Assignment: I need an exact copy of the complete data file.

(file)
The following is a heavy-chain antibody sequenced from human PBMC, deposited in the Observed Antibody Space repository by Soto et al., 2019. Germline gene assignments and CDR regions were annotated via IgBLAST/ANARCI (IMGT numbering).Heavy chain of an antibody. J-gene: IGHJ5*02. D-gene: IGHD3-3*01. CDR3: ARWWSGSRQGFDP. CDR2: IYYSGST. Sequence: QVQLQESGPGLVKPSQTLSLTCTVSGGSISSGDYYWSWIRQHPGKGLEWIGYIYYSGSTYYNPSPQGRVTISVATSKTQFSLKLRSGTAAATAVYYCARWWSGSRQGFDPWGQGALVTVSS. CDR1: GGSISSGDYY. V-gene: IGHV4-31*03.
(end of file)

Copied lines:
The following is a heavy-chain antibody sequenced from human PBMC, deposited in the Observed Antibody Space repository by Soto et al., 2019. Germline gene assignments and CDR regions were annotated via IgBLAST/ANARCI (IMGT numbering).Heavy chain of an antibody. J-gene: IGHJ5*02. D-gene: IGHD3-3*01. CDR3: ARWWSGSRQGFDP. CDR2: IYYSGST. Sequence: QVQLQESGPGLVKPSQTLSLTCTVSGGSISSGDYYWSWIRQHPGKGLEWIGYIYYSGSTYYNPSPQGRVTISVATSKTQFSLKLRSGTAAATAVYYCARWWSGSRQGFDPWGQGALVTVSS. CDR1: GGSISSGDYY. V-gene: IGHV4-31*03.